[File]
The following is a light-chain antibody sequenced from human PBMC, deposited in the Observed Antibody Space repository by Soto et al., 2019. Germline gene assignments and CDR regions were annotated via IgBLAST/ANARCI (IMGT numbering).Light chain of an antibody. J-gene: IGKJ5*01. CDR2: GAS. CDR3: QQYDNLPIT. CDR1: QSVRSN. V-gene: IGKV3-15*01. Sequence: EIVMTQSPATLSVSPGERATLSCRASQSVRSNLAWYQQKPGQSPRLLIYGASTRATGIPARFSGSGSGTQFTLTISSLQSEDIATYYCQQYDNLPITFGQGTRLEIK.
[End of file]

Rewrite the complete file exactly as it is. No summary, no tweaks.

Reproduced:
The following is a light-chain antibody sequenced from human PBMC, deposited in the Observed Antibody Space repository by Soto et al., 2019. Germline gene assignments and CDR regions were annotated via IgBLAST/ANARCI (IMGT numbering).Light chain of an antibody. J-gene: IGKJ5*01. CDR2: GAS. CDR3: QQYDNLPIT. CDR1: QSVRSN. V-gene: IGKV3-15*01. Sequence: EIVMTQSPATLSVSPGERATLSCRASQSVRSNLAWYQQKPGQSPRLLIYGASTRATGIPARFSGSGSGTQFTLTISSLQSEDIATYYCQQYDNLPITFGQGTRLEIK.